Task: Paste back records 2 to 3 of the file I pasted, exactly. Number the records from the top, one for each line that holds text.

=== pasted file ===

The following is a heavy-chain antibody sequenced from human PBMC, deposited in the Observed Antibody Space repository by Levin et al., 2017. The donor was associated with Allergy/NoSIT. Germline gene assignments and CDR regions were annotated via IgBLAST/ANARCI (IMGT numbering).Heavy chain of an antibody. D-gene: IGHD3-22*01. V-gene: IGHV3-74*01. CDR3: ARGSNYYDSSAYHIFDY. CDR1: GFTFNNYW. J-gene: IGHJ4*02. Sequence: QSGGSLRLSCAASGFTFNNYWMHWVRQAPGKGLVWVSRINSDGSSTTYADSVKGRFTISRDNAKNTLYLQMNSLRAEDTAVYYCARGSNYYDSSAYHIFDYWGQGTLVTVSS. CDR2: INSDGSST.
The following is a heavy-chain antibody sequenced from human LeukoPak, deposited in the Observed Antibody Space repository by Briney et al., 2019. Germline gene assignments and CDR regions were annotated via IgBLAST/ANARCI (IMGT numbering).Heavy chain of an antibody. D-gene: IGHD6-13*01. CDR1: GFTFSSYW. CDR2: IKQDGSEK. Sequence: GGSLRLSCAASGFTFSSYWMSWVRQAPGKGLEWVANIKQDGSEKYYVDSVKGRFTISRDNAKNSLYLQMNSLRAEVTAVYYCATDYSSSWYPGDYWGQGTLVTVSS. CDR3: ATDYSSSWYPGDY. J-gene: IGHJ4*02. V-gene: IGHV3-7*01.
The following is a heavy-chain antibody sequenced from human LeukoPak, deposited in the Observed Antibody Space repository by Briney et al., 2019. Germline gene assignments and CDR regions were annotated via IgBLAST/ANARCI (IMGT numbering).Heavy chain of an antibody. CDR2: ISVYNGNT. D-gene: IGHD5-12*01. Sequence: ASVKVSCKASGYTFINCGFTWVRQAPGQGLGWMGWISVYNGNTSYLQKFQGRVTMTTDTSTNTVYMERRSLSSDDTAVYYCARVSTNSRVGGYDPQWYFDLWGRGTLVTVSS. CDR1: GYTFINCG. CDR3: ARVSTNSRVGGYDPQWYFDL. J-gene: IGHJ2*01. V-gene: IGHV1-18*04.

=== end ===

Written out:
The following is a heavy-chain antibody sequenced from human LeukoPak, deposited in the Observed Antibody Space repository by Briney et al., 2019. Germline gene assignments and CDR regions were annotated via IgBLAST/ANARCI (IMGT numbering).Heavy chain of an antibody. D-gene: IGHD6-13*01. CDR1: GFTFSSYW. CDR2: IKQDGSEK. Sequence: GGSLRLSCAASGFTFSSYWMSWVRQAPGKGLEWVANIKQDGSEKYYVDSVKGRFTISRDNAKNSLYLQMNSLRAEVTAVYYCATDYSSSWYPGDYWGQGTLVTVSS. CDR3: ATDYSSSWYPGDY. J-gene: IGHJ4*02. V-gene: IGHV3-7*01.
The following is a heavy-chain antibody sequenced from human LeukoPak, deposited in the Observed Antibody Space repository by Briney et al., 2019. Germline gene assignments and CDR regions were annotated via IgBLAST/ANARCI (IMGT numbering).Heavy chain of an antibody. CDR2: ISVYNGNT. D-gene: IGHD5-12*01. Sequence: ASVKVSCKASGYTFINCGFTWVRQAPGQGLGWMGWISVYNGNTSYLQKFQGRVTMTTDTSTNTVYMERRSLSSDDTAVYYCARVSTNSRVGGYDPQWYFDLWGRGTLVTVSS. CDR1: GYTFINCG. CDR3: ARVSTNSRVGGYDPQWYFDL. J-gene: IGHJ2*01. V-gene: IGHV1-18*04.